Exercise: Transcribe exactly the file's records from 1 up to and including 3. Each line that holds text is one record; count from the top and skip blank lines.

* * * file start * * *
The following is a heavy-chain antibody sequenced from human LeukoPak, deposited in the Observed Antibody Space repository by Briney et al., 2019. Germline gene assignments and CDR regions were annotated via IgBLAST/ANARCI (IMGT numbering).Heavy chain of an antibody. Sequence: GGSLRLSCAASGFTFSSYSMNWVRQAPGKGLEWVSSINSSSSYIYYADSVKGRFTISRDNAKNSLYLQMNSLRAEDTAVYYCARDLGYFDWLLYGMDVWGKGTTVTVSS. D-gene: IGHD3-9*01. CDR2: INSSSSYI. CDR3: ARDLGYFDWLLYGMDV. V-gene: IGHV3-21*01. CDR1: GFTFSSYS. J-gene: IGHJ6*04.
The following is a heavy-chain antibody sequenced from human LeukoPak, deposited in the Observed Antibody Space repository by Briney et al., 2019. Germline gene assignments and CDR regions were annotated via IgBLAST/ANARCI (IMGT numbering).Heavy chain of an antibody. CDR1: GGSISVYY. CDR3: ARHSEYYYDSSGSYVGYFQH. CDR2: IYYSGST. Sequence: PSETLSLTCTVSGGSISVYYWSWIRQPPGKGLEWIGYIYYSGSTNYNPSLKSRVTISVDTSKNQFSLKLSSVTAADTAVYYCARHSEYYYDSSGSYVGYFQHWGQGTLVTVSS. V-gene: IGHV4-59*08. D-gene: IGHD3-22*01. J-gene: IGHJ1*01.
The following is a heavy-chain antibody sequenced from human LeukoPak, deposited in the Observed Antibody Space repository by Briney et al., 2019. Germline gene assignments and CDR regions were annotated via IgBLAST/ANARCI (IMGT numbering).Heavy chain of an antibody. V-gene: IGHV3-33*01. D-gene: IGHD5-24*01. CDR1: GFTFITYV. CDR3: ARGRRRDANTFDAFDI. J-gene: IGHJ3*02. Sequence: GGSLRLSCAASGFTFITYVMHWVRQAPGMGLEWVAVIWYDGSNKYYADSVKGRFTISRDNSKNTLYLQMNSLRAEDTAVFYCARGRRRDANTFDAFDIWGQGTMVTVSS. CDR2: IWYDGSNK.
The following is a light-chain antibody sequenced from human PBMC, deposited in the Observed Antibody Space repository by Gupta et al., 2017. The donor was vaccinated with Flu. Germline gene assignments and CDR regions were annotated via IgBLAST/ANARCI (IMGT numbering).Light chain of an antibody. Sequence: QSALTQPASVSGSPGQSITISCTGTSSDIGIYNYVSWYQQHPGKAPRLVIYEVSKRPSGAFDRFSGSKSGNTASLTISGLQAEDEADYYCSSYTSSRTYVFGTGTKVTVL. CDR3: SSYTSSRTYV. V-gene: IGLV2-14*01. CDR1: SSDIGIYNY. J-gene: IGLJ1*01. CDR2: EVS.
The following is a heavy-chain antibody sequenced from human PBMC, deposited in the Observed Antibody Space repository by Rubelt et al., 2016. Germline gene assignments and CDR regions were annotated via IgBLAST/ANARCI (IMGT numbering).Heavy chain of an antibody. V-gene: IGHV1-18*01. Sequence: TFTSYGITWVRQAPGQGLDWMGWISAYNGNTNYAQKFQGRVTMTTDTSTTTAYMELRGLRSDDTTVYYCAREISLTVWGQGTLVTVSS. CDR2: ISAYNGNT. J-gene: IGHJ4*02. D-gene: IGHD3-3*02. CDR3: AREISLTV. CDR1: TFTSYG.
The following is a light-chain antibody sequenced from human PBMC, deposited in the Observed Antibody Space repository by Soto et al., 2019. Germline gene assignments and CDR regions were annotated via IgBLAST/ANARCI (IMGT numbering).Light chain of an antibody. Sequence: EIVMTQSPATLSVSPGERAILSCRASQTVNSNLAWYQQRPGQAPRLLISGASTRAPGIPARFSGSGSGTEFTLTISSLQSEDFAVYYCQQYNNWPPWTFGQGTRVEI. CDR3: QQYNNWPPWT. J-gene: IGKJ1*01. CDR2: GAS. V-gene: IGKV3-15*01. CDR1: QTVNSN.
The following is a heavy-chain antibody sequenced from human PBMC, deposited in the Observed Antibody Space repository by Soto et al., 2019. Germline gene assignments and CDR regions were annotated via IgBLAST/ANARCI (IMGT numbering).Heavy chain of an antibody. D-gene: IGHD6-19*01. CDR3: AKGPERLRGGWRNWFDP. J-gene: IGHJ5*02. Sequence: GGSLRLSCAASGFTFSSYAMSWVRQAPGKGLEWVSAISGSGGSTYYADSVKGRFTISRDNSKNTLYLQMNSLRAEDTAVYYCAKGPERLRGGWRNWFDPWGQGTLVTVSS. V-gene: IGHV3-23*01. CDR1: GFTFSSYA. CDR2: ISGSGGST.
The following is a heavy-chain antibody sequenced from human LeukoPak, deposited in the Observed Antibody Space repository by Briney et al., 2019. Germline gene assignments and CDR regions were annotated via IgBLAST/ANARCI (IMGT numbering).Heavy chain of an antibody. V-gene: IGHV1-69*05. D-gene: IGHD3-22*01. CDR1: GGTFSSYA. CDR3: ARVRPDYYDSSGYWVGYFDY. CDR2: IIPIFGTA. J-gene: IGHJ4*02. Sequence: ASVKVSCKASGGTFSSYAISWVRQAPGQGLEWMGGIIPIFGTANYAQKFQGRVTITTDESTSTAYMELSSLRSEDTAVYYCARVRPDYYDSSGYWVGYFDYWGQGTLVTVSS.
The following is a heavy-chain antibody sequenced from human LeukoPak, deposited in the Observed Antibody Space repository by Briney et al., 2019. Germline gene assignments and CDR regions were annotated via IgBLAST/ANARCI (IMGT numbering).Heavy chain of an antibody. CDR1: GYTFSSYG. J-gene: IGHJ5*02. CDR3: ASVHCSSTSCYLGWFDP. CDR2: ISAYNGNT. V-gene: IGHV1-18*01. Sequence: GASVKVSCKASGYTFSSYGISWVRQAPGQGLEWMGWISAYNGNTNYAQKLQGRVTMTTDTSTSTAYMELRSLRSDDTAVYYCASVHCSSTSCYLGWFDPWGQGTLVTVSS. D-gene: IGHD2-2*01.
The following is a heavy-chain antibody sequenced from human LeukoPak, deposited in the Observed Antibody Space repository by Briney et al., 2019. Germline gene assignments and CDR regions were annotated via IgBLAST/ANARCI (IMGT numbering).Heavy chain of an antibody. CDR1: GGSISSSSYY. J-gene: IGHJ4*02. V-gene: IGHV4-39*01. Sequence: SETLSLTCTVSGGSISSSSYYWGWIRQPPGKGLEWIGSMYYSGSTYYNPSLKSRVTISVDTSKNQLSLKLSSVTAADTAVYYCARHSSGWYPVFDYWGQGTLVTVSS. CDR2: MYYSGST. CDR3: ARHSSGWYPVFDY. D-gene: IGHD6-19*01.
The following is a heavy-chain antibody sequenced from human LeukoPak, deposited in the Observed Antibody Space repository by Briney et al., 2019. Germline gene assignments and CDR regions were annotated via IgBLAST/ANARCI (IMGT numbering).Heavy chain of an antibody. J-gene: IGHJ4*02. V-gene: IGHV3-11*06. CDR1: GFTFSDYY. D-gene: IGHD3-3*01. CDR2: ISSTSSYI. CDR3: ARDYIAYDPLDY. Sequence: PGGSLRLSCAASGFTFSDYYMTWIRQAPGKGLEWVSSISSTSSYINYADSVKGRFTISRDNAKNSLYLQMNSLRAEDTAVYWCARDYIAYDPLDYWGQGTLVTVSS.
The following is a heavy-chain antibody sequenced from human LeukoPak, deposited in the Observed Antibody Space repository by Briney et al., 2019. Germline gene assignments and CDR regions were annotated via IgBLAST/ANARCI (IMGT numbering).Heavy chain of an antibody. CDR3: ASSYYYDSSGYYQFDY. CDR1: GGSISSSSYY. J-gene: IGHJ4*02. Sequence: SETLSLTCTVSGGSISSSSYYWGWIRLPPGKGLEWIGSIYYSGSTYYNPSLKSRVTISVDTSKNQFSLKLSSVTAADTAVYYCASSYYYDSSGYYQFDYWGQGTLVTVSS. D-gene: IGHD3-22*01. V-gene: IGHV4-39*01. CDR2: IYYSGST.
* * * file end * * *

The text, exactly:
The following is a heavy-chain antibody sequenced from human LeukoPak, deposited in the Observed Antibody Space repository by Briney et al., 2019. Germline gene assignments and CDR regions were annotated via IgBLAST/ANARCI (IMGT numbering).Heavy chain of an antibody. Sequence: GGSLRLSCAASGFTFSSYSMNWVRQAPGKGLEWVSSINSSSSYIYYADSVKGRFTISRDNAKNSLYLQMNSLRAEDTAVYYCARDLGYFDWLLYGMDVWGKGTTVTVSS. D-gene: IGHD3-9*01. CDR2: INSSSSYI. CDR3: ARDLGYFDWLLYGMDV. V-gene: IGHV3-21*01. CDR1: GFTFSSYS. J-gene: IGHJ6*04.
The following is a heavy-chain antibody sequenced from human LeukoPak, deposited in the Observed Antibody Space repository by Briney et al., 2019. Germline gene assignments and CDR regions were annotated via IgBLAST/ANARCI (IMGT numbering).Heavy chain of an antibody. CDR1: GGSISVYY. CDR3: ARHSEYYYDSSGSYVGYFQH. CDR2: IYYSGST. Sequence: PSETLSLTCTVSGGSISVYYWSWIRQPPGKGLEWIGYIYYSGSTNYNPSLKSRVTISVDTSKNQFSLKLSSVTAADTAVYYCARHSEYYYDSSGSYVGYFQHWGQGTLVTVSS. V-gene: IGHV4-59*08. D-gene: IGHD3-22*01. J-gene: IGHJ1*01.
The following is a heavy-chain antibody sequenced from human LeukoPak, deposited in the Observed Antibody Space repository by Briney et al., 2019. Germline gene assignments and CDR regions were annotated via IgBLAST/ANARCI (IMGT numbering).Heavy chain of an antibody. V-gene: IGHV3-33*01. D-gene: IGHD5-24*01. CDR1: GFTFITYV. CDR3: ARGRRRDANTFDAFDI. J-gene: IGHJ3*02. Sequence: GGSLRLSCAASGFTFITYVMHWVRQAPGMGLEWVAVIWYDGSNKYYADSVKGRFTISRDNSKNTLYLQMNSLRAEDTAVFYCARGRRRDANTFDAFDIWGQGTMVTVSS. CDR2: IWYDGSNK.